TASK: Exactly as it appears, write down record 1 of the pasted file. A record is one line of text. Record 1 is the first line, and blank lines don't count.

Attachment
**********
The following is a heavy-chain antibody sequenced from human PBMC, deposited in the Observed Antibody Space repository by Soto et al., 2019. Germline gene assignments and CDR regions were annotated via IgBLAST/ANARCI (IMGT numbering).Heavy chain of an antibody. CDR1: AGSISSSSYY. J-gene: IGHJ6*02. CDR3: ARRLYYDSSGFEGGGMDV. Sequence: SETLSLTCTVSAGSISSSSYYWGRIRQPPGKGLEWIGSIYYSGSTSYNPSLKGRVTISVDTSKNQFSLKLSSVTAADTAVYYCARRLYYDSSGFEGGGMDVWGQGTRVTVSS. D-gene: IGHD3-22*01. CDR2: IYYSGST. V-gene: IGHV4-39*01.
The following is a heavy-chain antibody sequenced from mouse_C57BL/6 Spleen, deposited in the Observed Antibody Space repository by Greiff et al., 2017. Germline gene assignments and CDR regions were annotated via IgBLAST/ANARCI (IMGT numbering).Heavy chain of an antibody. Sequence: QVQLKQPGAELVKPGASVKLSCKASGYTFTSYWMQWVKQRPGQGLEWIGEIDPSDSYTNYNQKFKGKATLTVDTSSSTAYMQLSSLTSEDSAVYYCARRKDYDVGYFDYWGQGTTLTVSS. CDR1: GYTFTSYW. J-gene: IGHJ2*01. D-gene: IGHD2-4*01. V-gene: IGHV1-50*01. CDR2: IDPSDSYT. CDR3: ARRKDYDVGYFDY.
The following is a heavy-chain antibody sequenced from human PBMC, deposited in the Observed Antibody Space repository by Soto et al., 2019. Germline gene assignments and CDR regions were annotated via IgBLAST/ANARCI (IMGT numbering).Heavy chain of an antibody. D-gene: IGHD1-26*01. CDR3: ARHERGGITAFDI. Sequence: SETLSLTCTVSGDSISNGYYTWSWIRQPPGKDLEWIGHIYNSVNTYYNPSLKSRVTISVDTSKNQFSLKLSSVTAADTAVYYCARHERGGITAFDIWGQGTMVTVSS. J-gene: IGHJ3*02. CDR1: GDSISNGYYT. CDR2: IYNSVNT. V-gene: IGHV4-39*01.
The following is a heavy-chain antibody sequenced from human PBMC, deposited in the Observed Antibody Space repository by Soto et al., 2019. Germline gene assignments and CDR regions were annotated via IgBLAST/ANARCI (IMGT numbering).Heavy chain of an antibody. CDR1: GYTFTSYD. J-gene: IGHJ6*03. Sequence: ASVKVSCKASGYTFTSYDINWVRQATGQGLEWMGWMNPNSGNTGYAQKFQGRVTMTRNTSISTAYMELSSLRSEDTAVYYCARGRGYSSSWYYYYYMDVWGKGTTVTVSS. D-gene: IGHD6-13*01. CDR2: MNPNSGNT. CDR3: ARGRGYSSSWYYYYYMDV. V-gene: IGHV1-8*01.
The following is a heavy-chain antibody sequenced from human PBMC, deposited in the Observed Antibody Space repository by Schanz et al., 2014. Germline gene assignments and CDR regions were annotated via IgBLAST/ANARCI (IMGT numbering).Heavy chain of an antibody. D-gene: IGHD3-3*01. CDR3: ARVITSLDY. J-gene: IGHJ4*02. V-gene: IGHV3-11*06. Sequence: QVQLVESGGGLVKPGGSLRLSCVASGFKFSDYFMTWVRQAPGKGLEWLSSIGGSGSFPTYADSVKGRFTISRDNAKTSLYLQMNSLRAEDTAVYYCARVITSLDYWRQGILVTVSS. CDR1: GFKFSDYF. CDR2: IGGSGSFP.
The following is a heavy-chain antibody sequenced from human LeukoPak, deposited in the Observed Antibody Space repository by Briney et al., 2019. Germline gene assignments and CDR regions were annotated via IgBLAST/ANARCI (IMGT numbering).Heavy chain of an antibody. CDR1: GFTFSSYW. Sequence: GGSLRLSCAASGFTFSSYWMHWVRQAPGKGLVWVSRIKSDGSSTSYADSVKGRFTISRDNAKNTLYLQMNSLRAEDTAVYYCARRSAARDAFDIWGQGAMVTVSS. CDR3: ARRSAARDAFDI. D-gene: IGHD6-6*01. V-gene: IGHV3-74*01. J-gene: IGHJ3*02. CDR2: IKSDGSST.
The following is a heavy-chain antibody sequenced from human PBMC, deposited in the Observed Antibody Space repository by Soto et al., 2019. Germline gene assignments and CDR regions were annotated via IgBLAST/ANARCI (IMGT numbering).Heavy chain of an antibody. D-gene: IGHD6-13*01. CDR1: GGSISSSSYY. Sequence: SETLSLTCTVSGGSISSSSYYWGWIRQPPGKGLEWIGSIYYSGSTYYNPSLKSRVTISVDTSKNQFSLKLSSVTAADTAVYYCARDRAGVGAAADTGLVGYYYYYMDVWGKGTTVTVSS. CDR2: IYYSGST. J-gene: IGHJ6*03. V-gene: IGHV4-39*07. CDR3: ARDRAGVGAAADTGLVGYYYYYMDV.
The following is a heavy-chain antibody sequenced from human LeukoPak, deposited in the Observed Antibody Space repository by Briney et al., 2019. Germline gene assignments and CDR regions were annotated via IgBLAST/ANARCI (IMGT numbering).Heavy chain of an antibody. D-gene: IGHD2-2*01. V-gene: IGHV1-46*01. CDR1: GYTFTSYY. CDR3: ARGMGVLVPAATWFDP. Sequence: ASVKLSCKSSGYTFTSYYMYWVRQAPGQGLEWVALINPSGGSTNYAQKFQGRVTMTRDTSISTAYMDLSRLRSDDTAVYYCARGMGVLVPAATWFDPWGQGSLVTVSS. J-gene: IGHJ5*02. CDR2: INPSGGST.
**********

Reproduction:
The following is a heavy-chain antibody sequenced from human PBMC, deposited in the Observed Antibody Space repository by Soto et al., 2019. Germline gene assignments and CDR regions were annotated via IgBLAST/ANARCI (IMGT numbering).Heavy chain of an antibody. CDR1: AGSISSSSYY. J-gene: IGHJ6*02. CDR3: ARRLYYDSSGFEGGGMDV. Sequence: SETLSLTCTVSAGSISSSSYYWGRIRQPPGKGLEWIGSIYYSGSTSYNPSLKGRVTISVDTSKNQFSLKLSSVTAADTAVYYCARRLYYDSSGFEGGGMDVWGQGTRVTVSS. D-gene: IGHD3-22*01. CDR2: IYYSGST. V-gene: IGHV4-39*01.